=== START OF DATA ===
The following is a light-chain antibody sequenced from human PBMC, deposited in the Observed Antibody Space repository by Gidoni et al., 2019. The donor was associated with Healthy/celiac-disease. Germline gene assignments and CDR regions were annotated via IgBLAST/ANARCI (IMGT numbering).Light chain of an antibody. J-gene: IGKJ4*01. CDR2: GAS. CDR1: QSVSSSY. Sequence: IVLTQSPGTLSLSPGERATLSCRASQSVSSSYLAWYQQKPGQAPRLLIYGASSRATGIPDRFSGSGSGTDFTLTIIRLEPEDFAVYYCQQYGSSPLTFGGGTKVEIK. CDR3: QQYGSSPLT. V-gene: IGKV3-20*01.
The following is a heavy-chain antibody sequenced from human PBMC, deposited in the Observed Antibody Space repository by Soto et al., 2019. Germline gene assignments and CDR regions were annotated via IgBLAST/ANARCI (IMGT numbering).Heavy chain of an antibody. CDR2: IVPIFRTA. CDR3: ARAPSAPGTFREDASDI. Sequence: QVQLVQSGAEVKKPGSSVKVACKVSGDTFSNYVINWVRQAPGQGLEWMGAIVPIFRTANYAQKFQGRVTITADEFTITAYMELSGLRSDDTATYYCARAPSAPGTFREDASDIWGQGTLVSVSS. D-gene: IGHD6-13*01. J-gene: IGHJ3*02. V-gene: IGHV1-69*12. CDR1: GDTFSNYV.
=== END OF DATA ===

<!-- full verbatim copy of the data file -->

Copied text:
The following is a light-chain antibody sequenced from human PBMC, deposited in the Observed Antibody Space repository by Gidoni et al., 2019. The donor was associated with Healthy/celiac-disease. Germline gene assignments and CDR regions were annotated via IgBLAST/ANARCI (IMGT numbering).Light chain of an antibody. J-gene: IGKJ4*01. CDR2: GAS. CDR1: QSVSSSY. Sequence: IVLTQSPGTLSLSPGERATLSCRASQSVSSSYLAWYQQKPGQAPRLLIYGASSRATGIPDRFSGSGSGTDFTLTIIRLEPEDFAVYYCQQYGSSPLTFGGGTKVEIK. CDR3: QQYGSSPLT. V-gene: IGKV3-20*01.
The following is a heavy-chain antibody sequenced from human PBMC, deposited in the Observed Antibody Space repository by Soto et al., 2019. Germline gene assignments and CDR regions were annotated via IgBLAST/ANARCI (IMGT numbering).Heavy chain of an antibody. CDR2: IVPIFRTA. CDR3: ARAPSAPGTFREDASDI. Sequence: QVQLVQSGAEVKKPGSSVKVACKVSGDTFSNYVINWVRQAPGQGLEWMGAIVPIFRTANYAQKFQGRVTITADEFTITAYMELSGLRSDDTATYYCARAPSAPGTFREDASDIWGQGTLVSVSS. D-gene: IGHD6-13*01. J-gene: IGHJ3*02. V-gene: IGHV1-69*12. CDR1: GDTFSNYV.